To tie in with these parts constraints, based on an article by ING [10], there is an expectation that auto parts manufacturers will also need to pivot to support EV demand, which will impact both cost and availability of ICE OE vehicle parts and push up the price of non-OE. This is backed up by the Economist Intelligence Unit which has stated in their 2024 outlook that whilst ICE sales will continue to slow, EV’s will have an expected expansion of around 21%. [11]

The knock-on of all these macro-economic issues are the local inflationary impacts. Whilst the political noise is that inflation is now reducing, there are two key points to bear in mind: 1) even if inflation is reducing, it’s still embedded within prices and borrowing rates today (i.e. inflation has not gone away), and 2) as we saw from December 2023’s ONS data inflation rose again after having fallen (i.e. the situation is still volatile). To manage the volatility and impacts Insurers need to look across their wider operations and try to understand if the increases in costs they are seeing are due to underlying or inherent inflationary pressures and take appropriate mitigating actions.

Moreover, 2024 will be a year that sees landmark elections with sixty-five elections running globally across 2024, giving 40% of the global population a chance to vote. The most impactful for the UK is that both the US and the UK are potentially happening in the same quarter. The last time this happened was 1964 at the height of the Cold War. The potential impact of this could be the potential strain on the financial markets as certainty in future leadership has a large sway, especially the US presidency. The obvious point here being that the Global Economy does not react well to volatility and uncertainty and these elections are likely to increase both.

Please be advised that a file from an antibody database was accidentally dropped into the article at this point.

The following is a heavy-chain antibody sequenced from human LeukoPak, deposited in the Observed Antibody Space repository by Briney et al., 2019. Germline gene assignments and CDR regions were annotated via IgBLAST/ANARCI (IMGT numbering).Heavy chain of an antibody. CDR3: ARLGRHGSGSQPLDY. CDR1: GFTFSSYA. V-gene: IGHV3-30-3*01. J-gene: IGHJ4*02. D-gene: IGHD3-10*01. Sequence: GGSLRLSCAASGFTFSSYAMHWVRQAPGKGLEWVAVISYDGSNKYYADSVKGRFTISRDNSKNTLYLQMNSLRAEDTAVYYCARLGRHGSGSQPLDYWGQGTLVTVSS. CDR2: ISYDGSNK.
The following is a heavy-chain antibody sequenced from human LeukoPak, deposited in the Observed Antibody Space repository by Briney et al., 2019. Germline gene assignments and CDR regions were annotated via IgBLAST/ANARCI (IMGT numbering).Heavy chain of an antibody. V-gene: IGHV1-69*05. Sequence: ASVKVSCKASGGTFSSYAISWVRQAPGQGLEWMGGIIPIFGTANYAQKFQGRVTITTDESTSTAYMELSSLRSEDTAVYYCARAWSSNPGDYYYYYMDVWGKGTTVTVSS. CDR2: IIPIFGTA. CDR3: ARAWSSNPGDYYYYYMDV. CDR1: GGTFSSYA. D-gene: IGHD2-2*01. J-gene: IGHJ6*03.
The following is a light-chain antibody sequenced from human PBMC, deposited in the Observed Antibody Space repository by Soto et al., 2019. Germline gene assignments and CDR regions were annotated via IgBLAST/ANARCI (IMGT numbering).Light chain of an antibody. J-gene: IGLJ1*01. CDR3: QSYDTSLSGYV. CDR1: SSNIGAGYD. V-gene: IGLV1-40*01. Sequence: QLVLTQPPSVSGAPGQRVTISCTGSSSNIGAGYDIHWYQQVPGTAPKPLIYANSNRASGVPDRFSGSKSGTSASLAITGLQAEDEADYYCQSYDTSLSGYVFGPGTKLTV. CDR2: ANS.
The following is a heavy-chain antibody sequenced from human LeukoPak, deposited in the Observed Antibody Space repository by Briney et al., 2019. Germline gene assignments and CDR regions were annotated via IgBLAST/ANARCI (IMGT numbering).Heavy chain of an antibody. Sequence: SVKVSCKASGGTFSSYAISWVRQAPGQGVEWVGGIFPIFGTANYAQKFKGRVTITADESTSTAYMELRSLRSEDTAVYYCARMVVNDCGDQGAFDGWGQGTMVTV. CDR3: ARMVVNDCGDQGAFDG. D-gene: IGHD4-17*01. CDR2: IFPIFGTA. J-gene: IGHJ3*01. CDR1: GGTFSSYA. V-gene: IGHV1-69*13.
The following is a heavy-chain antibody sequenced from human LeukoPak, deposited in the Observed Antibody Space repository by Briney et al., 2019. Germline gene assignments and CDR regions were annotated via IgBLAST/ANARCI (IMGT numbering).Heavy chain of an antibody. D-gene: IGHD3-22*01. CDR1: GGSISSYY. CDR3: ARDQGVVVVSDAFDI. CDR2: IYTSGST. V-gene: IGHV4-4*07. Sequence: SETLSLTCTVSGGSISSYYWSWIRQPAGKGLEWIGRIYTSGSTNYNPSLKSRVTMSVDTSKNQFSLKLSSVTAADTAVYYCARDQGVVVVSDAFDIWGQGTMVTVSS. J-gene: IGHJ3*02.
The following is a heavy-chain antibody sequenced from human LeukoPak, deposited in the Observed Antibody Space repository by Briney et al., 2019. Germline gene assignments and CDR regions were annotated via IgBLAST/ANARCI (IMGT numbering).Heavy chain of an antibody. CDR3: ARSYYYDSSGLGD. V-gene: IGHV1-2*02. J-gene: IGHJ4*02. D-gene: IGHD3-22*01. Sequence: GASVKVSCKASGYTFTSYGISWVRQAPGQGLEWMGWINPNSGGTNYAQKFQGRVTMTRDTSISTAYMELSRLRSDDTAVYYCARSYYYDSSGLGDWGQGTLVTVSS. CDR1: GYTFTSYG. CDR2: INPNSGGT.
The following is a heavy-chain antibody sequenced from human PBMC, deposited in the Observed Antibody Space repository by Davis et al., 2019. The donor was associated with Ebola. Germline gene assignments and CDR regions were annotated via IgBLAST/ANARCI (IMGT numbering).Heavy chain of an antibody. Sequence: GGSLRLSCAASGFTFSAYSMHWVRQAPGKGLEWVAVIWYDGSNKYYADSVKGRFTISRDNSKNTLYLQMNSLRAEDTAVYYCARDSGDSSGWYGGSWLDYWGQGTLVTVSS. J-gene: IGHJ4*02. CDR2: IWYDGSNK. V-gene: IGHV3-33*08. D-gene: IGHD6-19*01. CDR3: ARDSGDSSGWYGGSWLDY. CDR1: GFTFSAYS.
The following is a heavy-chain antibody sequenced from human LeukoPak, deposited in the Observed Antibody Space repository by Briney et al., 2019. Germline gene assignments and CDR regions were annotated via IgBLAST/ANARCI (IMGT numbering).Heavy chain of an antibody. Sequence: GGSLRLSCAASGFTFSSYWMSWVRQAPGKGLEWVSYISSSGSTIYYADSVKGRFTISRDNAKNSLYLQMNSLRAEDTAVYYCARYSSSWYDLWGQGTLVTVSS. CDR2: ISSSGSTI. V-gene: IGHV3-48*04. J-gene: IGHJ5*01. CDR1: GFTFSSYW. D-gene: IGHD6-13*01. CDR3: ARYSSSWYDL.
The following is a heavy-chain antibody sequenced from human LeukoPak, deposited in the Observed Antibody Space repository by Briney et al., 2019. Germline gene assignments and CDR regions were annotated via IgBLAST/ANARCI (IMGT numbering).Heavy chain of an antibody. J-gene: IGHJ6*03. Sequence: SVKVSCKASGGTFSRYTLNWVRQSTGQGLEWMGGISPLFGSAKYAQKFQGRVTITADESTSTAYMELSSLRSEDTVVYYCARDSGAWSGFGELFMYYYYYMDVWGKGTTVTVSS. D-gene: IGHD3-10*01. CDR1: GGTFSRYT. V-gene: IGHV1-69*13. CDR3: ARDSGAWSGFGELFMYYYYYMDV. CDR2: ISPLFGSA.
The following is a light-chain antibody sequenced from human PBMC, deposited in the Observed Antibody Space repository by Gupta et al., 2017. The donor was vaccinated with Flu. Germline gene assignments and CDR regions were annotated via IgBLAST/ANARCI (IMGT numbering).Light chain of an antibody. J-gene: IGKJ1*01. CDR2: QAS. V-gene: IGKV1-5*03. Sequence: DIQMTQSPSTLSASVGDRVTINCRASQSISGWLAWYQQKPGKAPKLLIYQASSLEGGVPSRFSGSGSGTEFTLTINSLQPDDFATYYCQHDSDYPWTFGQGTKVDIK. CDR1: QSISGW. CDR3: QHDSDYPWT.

The compound effect of these continued and increasing global issues is likely to be continued inflationary pressures in the insurance sector due to the major impact they have on supply chains. We are unlikely to see a change in this uncertain landscape in 2024 as some of these factors have been present since 2018, the impact of which is still seen today. That is why insurers need to focus on their supply chain to understand where the impacts are and evaluate what they can do to mitigate some of the impacts because these factors are no longer outlier impacts but the norm, or as we have quoted, the economic storms of 2019-23 are now just the weather.       


What Does All This Mean?